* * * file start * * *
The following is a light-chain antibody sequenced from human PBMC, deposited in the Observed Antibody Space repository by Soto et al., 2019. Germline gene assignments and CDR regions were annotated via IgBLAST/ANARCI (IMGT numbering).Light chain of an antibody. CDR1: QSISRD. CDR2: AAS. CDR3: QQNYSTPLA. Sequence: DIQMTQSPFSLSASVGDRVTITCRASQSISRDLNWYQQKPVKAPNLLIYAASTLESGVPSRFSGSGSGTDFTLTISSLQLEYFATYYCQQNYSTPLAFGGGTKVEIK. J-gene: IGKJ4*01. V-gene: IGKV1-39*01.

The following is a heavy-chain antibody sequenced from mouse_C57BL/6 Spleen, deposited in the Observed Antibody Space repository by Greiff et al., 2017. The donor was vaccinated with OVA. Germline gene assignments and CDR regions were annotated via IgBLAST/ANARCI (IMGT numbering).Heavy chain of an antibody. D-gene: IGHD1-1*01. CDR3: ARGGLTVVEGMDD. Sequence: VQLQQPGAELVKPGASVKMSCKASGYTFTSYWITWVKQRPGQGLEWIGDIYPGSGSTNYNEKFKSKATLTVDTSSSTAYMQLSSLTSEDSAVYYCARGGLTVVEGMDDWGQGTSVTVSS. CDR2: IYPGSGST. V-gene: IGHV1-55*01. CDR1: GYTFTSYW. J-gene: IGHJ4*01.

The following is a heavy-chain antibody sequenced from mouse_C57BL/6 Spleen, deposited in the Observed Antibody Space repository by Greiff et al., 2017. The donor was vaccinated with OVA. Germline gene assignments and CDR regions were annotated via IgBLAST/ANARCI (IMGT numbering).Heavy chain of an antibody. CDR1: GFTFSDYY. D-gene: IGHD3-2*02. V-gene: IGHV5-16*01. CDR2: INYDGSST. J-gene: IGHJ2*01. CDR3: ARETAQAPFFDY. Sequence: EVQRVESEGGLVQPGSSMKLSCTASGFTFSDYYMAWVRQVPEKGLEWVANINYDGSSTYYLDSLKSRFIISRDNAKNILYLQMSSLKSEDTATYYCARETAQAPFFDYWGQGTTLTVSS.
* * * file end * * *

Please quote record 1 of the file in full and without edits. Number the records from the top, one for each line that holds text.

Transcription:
The following is a light-chain antibody sequenced from human PBMC, deposited in the Observed Antibody Space repository by Soto et al., 2019. Germline gene assignments and CDR regions were annotated via IgBLAST/ANARCI (IMGT numbering).Light chain of an antibody. CDR1: QSISRD. CDR2: AAS. CDR3: QQNYSTPLA. Sequence: DIQMTQSPFSLSASVGDRVTITCRASQSISRDLNWYQQKPVKAPNLLIYAASTLESGVPSRFSGSGSGTDFTLTISSLQLEYFATYYCQQNYSTPLAFGGGTKVEIK. J-gene: IGKJ4*01. V-gene: IGKV1-39*01.